Battle of Augustowa

Russian Army, 250,000 General Russky German Army, 400,000 General von Schubert General von Morgen General von Hindenberg Hinenberg continued his pursuit of Rennenkampf's army across the frontier into Russia.

September 15, 1914 he occupied Suwalki, 20 miles beyond the Russian frontier. A week later, his army reached the west bank of the Niemen, the Russians being then entrenched on the opposite bank.

On September 25, 1914 the Germans laid two pontoon bridges across the Niemen, but these were quickly blown to pieces. Hindenberg shelled the Russian position all the next day, but could not silence the Russian guns. On September 27, 1914, he built two more pontoon bridges, and these, too, were blown to bits.

Thwarted at last, Hindenberg was forced to beat a retreat on September 28, 1914. The Russians now became the pursuers and as the Germans groped their way through the marshy region west of the Niemen and later through the forest of Augustowa, they were mercilessly raked with shell fire, but finally the main German army reached a point of safety across the German frontier. The Germans lost 60,000 men in this battle of Augustowa.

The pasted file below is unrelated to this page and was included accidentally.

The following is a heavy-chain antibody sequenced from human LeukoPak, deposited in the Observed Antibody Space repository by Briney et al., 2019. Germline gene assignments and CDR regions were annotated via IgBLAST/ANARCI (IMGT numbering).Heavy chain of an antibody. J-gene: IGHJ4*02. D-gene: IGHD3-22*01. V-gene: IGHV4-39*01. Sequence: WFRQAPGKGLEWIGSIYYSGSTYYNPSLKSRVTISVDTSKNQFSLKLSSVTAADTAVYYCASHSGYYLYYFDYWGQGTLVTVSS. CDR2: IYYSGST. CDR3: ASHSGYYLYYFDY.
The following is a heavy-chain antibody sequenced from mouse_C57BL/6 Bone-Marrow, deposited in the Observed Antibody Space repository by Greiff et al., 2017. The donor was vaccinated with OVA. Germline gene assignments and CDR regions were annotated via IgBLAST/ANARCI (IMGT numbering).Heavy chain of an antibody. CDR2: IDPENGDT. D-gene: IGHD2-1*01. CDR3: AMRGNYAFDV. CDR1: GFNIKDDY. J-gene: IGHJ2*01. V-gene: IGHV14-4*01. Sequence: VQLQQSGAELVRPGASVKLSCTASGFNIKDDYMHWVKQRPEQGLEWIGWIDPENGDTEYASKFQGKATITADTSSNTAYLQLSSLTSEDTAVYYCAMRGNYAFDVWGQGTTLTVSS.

Hindenberg thereupon transferred his command to General von Schubert and hastened south to direct the movements of the Austrian armies.

Hindenburg enjoyed a long if undistinguished career in the Prussian Army, eventually retiring in 1911. He was recalled at the outbreak of World War I, and first came to national attention, at the age of 66, as the victor at Tannenberg in 1914. As Germany's Chief of the General Staff from 1916, he and his deputy, Erich Ludendorff, rose in the German public's esteem until Hindenburg came to eclipse the Kaiser himself. Hindenburg retired again in 1919, but returned to public life one more time in 1925 to be elected as the second President of Germany.